To see a trailer of “Antarctica” visit http://www.antarctica-themovie.com/videofinal.html.

‘Superman’ Director Lives Out His Dream


“Whether you’re an immigrant or you’re born in the heartland, at some point we all feel like an alien.”

Those are not the words of an immigration rights attorney but rather of filmmaker Bryan Singer, whose last three films, the first two editions of “X-Men” and the upcoming “Superman Returns,” which opens on June 28 nationwide, all present parables on the current state of xenophobia pervading this country.

Of the famed Man of Steel, first introduced to comic book readers in the 1930s, Singer said, “He’s kind of the ultimate immigrant. He comes from a foreign place, adapts to the value system and has a special relationship with his heritage.”

Singer sees Superman, created by Jerry Siegel and Joe Shuster — two Jews who were sons of immigrants — as a Judeo-Christian hero, part Moses, part Jesus. Like Moses, Superman is the boy dispatched down the metaphoric river to be discovered in the cornfields, if not the reeds, of the Midwest. Like Jesus, he has a kind of doubling with his father, voiced in the new film as in the 1978 “Superman” by the late Marlon Brando, who says, “The son becomes the father, and the father becomes the son.”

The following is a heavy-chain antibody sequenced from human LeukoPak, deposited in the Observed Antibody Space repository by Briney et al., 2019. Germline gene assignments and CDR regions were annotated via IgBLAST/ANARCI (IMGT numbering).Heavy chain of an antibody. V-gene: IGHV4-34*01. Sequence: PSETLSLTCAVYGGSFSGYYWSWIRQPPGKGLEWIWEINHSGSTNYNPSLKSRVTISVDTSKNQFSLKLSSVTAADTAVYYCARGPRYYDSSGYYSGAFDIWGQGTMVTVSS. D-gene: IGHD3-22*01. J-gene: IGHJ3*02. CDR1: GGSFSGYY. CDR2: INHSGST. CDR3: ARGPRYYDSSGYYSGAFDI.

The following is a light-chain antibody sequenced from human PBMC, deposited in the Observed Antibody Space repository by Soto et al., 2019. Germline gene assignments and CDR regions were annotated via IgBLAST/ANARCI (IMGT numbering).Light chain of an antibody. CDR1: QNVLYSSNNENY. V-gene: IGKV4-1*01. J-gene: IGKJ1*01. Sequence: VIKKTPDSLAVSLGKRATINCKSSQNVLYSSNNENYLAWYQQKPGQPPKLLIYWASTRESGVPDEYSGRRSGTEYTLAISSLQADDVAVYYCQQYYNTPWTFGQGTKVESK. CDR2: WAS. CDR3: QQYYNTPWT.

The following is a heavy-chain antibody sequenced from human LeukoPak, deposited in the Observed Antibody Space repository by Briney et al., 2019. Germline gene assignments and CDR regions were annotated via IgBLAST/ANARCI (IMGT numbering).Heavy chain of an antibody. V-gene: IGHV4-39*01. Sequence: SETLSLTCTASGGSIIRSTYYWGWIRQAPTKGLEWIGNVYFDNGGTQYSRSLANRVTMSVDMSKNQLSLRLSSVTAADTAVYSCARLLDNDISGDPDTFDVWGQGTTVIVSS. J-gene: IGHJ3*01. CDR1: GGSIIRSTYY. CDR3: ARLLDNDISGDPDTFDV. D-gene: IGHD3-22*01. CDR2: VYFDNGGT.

If Superman first entered popular culture when the Nazis were beginning to assert their power in Germany, he “never cleared up the problems in Europe,” Singer said. “He handled small problems; he served by example.”

Over the decades, however, through numerous incarnations in comic strips, animated shorts, television shows and films, Superman began tackling worldwide catastrophes, as he does in Singer’s new film, though he does not rescue Jews per se.